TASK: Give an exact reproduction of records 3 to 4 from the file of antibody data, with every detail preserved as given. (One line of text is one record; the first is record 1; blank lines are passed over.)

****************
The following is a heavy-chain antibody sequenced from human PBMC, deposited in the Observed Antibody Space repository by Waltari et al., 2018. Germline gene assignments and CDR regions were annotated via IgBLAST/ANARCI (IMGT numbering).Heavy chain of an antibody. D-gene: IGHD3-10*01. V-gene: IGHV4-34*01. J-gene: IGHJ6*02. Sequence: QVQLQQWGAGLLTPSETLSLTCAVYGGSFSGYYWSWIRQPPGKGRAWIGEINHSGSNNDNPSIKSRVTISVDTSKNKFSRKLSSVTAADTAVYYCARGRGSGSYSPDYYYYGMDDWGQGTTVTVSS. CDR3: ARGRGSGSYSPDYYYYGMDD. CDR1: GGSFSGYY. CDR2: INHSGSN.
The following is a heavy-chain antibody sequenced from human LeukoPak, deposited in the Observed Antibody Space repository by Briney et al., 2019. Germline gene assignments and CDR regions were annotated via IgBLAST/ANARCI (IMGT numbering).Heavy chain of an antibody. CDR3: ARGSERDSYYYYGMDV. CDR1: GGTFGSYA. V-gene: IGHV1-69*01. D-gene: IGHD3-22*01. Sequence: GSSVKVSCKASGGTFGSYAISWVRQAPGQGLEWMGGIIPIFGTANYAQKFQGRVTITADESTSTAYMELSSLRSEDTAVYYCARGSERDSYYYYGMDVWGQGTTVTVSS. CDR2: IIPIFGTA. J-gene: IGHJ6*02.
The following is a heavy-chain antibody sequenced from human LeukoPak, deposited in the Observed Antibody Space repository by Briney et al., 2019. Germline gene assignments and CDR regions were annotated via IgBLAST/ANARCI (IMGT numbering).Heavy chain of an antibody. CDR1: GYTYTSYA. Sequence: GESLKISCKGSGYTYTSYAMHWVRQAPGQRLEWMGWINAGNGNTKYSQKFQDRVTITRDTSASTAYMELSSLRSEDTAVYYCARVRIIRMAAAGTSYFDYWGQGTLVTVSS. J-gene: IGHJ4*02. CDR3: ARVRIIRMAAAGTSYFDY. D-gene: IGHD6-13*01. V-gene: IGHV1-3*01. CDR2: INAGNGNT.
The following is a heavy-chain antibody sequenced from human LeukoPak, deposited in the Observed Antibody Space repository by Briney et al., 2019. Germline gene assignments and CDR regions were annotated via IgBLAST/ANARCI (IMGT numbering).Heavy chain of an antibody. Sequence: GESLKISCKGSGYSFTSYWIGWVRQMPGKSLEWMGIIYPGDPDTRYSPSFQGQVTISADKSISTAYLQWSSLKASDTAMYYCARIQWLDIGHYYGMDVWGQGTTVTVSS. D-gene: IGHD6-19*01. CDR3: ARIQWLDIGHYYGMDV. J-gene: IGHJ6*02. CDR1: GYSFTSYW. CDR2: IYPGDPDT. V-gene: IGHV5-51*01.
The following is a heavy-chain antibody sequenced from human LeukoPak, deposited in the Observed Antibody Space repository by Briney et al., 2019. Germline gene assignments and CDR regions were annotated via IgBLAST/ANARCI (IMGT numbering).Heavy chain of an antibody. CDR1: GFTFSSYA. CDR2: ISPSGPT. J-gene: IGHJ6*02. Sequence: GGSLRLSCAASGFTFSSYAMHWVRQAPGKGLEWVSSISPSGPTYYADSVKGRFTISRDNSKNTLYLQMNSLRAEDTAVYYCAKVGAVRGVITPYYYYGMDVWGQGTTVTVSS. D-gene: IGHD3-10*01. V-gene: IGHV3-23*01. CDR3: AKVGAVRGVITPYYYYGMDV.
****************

The following is a heavy-chain antibody sequenced from human LeukoPak, deposited in the Observed Antibody Space repository by Briney et al., 2019. Germline gene assignments and CDR regions were annotated via IgBLAST/ANARCI (IMGT numbering).Heavy chain of an antibody. CDR1: GYTYTSYA. Sequence: GESLKISCKGSGYTYTSYAMHWVRQAPGQRLEWMGWINAGNGNTKYSQKFQDRVTITRDTSASTAYMELSSLRSEDTAVYYCARVRIIRMAAAGTSYFDYWGQGTLVTVSS. J-gene: IGHJ4*02. CDR3: ARVRIIRMAAAGTSYFDY. D-gene: IGHD6-13*01. V-gene: IGHV1-3*01. CDR2: INAGNGNT.
The following is a heavy-chain antibody sequenced from human LeukoPak, deposited in the Observed Antibody Space repository by Briney et al., 2019. Germline gene assignments and CDR regions were annotated via IgBLAST/ANARCI (IMGT numbering).Heavy chain of an antibody. Sequence: GESLKISCKGSGYSFTSYWIGWVRQMPGKSLEWMGIIYPGDPDTRYSPSFQGQVTISADKSISTAYLQWSSLKASDTAMYYCARIQWLDIGHYYGMDVWGQGTTVTVSS. D-gene: IGHD6-19*01. CDR3: ARIQWLDIGHYYGMDV. J-gene: IGHJ6*02. CDR1: GYSFTSYW. CDR2: IYPGDPDT. V-gene: IGHV5-51*01.